Professional Obligations and Responsibilities
by Connie Miyao, RN, BSN, Nursing Practice Consultant
Many of us were shocked by the news of the recent arrest of a registered nurse accused of sexually assaulting three women in the Portland area. As nurses, many of us are questioning how a nurse could commit such acts and wonder what actions we can and must take to ensure patient safety.
Nursing creates a relationship of trust with our patients. ONA believes that all nurses should be aware of the standards that nurses are obligated to uphold, and we must regularly review and fully understand the actions we are required to take both ethically and legally to protect patient safety. The foundation of quality nursing care includes nurse practice acts, practice standards, and professional codes of ethics. Familiarity with these documents is necessary to enable nurses to take the necessary steps to assess practices or actions they do not believe are right and to help prevent future abuses.
Board of Nursing Guidelines
Oregon’s specific law, the Oregon Nurse Practice Act (ONPA), regulates the practice of nursing and all nurses should review the following sections of the ONPA which identify Scope and Standards of Nursing Practice for All Licensed Nurses (OAR 851-045-0040), professional practice standards for Registered Nurses (851-045-0060) and specific instances where conduct derogatory to the standards of nursing (851-045-0070) may be occurring.
Oregon law mandates that licensed nurses report suspected violations of the ONPA to the Oregon State Board of Nursing (OSBN). Anyone knowing of a licensed nurse whose behavior or nursing practice fails to meet accepted standards for the level at which the nurse is licensed, “shall report the nurse to the person in the work setting who has authority to institute corrective action. Anyone who has knowledge or concern that the nurse’s behavior or practice presents a potential for, or actual danger to the public health, safety and welfare, shall report or cause a report to be made to the Board of Nursing” (851-045-0090).
Failure of any licensed nurse to comply with this reporting requirement may in itself, constitute a violation of nursing standards.
ANA Professional Resources
Registered nurses have three professional resources provided by the American Nurses Association (ANA), to inform decision-making and guide practice.
First, the “Code of Ethics for Nurses with Interpretive Statements” lists the nine provisions that establish the ethical framework across all roles, levels and settings.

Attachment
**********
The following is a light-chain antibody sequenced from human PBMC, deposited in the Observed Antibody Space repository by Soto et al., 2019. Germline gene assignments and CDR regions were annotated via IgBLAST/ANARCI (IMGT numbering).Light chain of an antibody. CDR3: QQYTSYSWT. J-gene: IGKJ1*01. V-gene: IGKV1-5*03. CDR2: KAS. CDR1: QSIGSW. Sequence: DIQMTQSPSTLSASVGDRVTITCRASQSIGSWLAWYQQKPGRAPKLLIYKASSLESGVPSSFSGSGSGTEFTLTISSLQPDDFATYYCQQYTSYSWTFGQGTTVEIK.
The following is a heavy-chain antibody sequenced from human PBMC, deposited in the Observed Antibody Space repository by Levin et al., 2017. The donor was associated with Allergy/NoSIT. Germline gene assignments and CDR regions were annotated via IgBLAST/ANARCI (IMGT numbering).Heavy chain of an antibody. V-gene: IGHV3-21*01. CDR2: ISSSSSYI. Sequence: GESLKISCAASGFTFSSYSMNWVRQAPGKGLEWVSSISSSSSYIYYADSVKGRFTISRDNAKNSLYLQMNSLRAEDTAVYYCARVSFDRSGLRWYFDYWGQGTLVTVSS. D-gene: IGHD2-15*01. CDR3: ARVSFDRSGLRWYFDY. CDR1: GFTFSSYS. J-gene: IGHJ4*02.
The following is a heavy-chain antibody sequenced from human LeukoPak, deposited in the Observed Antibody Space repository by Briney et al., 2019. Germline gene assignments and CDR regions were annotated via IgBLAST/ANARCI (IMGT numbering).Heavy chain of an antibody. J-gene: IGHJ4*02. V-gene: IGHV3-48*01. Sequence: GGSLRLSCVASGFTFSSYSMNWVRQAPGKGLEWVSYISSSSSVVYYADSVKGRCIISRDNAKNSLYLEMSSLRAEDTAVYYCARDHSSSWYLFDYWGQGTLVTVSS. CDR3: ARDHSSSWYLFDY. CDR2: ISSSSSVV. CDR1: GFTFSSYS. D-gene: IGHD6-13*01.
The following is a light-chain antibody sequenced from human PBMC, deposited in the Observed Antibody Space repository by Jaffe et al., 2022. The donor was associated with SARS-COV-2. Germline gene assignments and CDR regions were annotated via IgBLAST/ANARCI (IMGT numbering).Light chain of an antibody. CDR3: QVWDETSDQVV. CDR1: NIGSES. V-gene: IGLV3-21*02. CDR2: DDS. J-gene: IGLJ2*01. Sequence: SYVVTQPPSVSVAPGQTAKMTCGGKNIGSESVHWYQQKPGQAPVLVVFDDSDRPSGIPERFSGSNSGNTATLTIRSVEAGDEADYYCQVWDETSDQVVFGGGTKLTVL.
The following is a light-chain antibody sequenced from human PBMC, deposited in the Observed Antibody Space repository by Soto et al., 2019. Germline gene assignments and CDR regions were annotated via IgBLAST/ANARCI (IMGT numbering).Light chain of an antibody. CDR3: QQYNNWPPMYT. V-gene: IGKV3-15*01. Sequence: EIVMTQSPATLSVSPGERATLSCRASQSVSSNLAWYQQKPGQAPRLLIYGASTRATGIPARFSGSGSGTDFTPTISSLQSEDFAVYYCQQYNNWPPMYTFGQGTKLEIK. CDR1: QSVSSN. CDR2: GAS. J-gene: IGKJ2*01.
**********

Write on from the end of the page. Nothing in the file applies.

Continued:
Second, the “Nursing’s Social Policy Statement: The Essence of the Profession” conceptualizes nursing practice, describes the social context of nursing and provides the definition of nursing.
Third, the “Nursing: Scope and Standards of Practice, Second Edition” outlines the expectations of the professional role of the registered nurse.
ANA’s code of ethics details the goals, values and ethical precepts that direct the profession of nursing. It clearly obligates the nurse to be aware of threats to safety of the public and to practice in a way that upholds the safety of the patient. A code of ethics is a fundamental document for any profession as it delineates a social contract with the society we serve, as well as ethical and legal guidance for all members of the profession.
Nurses must practice using professional standards while remaining cognizant of the societal influences and consequences of their care. Human rights issues emerge in health care settings when individuals are unable to assert their rights. Refusal to provide reasonable and necessary care violates a patient’s human rights. Examples of this would be ignoring the complaints of a patient based on a personal characteristic such as ethnicity or age, or personal history, such as being incarcerated.
Having The Moral Courage to “Speak Up”
Moral courage involves the willingness to speak out and do what is right in the face of forces that would lead us to act in some other way. Nurses advocating in the best interest of the patient may find themselves experiencing adverse outcomes at times. All nurses in all roles across all settings must commit to working toward creating and sustaining environments that support moral courage.
Every day, nurses and their health care colleagues are confronted with challenging situations where effective communication is essential and difficult. Assertive communication is an honest, direct, and appropriate focus on solving a problem. The use of assertive communication is imperative not only to patient safety and to quality patient care, but also to utilizing the chain of command. Nurses must be vigilant to the acts of others in the health care environment. Each nurse has a professional responsibility to communicate with peers when their practice deviates from ethical and legal standards. Each nurse also has the responsibility to report using the chain of command specific to the practice setting. Engaging the chain of command ensures that the appropriate supervisors, managers and administrators know what is occurring so appropriate action can be taken by those responsible to do so.
So let us take this opportunity to review our professional obligations and responsibilities. We must continue to take actions that support and reinforce the social contract with our patients that keeps our commitment ever present; a social contract that is based upon the virtue of caring.
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